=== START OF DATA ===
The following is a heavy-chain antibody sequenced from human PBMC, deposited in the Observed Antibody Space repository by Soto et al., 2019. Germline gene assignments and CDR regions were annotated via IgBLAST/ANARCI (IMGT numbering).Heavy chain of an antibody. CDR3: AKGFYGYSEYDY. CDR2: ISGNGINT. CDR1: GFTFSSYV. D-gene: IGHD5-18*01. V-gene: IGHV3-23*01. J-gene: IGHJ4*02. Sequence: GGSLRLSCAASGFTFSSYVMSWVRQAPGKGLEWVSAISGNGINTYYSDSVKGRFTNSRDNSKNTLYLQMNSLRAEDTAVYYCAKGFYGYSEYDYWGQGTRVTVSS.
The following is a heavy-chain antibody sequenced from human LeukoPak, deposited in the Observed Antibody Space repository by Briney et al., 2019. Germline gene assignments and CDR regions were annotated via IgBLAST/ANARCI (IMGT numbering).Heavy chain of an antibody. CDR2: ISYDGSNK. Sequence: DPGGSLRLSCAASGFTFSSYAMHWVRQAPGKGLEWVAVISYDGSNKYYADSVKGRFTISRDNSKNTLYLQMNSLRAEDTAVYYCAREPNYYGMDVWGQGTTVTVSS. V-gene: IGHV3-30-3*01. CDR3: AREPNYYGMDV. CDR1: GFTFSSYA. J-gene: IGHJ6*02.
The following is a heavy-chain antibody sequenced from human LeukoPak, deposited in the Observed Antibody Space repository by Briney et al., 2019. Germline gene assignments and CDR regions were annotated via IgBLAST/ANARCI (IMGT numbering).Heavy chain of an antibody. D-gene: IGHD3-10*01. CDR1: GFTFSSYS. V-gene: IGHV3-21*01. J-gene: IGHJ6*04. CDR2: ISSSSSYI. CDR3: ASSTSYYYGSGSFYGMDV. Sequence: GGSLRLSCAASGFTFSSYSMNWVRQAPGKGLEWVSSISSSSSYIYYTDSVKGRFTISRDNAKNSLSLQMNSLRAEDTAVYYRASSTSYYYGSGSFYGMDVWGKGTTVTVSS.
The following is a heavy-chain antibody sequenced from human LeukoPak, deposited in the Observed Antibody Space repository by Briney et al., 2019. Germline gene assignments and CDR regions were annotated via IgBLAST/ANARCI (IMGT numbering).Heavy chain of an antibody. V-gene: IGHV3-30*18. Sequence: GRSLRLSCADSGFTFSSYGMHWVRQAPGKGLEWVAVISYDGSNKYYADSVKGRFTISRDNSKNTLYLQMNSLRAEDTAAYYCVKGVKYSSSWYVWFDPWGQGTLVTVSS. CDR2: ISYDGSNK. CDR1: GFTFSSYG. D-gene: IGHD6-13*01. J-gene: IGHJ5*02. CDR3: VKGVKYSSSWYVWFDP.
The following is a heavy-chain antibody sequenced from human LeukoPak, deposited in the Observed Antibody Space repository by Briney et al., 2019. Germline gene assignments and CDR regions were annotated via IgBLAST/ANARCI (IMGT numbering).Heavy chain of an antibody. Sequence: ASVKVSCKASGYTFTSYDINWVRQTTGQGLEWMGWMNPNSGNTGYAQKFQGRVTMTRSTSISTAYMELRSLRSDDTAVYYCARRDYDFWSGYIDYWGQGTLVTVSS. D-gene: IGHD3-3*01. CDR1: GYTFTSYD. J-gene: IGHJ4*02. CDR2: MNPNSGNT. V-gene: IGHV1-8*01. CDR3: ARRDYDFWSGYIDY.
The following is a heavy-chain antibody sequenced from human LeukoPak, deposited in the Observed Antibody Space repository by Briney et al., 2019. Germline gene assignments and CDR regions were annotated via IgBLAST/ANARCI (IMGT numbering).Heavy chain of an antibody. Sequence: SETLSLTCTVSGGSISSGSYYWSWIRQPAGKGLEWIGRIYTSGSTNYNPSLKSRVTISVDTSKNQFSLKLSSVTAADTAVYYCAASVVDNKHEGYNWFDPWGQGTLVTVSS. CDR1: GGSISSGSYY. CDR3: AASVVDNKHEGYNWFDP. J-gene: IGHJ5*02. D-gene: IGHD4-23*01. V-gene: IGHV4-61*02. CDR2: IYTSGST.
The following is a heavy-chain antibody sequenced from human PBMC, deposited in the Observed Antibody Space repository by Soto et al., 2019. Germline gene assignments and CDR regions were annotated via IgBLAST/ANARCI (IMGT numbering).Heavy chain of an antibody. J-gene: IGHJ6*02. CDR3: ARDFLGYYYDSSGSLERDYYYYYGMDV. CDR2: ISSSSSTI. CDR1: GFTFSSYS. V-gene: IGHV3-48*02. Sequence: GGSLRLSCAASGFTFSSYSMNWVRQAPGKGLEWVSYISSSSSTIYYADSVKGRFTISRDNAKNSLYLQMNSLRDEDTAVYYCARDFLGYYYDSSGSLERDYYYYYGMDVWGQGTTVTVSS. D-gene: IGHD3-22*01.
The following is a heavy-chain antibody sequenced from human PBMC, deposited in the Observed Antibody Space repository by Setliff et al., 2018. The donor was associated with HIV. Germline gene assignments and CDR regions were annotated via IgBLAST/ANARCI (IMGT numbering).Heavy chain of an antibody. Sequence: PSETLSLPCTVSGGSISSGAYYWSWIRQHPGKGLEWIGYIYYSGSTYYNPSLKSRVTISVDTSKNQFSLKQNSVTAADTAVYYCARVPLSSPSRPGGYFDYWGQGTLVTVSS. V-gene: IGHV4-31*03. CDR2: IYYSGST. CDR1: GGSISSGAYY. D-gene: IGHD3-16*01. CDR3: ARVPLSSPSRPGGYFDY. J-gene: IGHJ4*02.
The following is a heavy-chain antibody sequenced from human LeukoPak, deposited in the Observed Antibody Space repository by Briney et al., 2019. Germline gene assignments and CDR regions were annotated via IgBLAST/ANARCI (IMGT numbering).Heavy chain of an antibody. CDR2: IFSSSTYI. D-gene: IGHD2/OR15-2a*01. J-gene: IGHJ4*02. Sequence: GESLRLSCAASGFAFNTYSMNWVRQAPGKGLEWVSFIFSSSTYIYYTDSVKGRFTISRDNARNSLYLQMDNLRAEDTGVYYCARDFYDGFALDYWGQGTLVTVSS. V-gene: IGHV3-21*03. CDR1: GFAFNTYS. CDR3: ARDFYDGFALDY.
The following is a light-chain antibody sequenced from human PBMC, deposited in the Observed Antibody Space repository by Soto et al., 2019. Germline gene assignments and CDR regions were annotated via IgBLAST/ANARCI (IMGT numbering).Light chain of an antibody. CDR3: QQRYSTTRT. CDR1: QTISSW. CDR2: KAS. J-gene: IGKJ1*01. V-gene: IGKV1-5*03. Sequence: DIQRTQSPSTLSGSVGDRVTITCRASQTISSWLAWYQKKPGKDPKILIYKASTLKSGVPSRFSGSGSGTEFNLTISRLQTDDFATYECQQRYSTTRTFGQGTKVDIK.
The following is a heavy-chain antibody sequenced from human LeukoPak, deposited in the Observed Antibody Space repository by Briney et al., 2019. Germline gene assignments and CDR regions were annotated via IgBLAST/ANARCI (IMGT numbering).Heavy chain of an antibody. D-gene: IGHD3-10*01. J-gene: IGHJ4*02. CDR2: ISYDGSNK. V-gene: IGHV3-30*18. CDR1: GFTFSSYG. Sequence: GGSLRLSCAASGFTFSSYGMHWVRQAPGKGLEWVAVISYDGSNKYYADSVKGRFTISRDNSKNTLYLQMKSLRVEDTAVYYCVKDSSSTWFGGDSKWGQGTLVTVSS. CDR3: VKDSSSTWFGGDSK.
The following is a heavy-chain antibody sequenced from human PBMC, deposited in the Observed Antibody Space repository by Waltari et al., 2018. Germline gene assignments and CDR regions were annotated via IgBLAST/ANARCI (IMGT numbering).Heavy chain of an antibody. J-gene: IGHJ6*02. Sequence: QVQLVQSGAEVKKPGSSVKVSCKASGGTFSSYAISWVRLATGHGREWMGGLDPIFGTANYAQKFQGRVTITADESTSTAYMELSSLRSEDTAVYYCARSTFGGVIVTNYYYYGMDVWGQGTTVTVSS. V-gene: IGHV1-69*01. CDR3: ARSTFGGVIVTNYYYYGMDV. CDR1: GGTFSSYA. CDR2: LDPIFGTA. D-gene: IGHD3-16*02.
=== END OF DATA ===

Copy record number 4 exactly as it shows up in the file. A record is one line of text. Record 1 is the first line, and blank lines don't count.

The following is a heavy-chain antibody sequenced from human LeukoPak, deposited in the Observed Antibody Space repository by Briney et al., 2019. Germline gene assignments and CDR regions were annotated via IgBLAST/ANARCI (IMGT numbering).Heavy chain of an antibody. V-gene: IGHV3-30*18. Sequence: GRSLRLSCADSGFTFSSYGMHWVRQAPGKGLEWVAVISYDGSNKYYADSVKGRFTISRDNSKNTLYLQMNSLRAEDTAAYYCVKGVKYSSSWYVWFDPWGQGTLVTVSS. CDR2: ISYDGSNK. CDR1: GFTFSSYG. D-gene: IGHD6-13*01. J-gene: IGHJ5*02. CDR3: VKGVKYSSSWYVWFDP.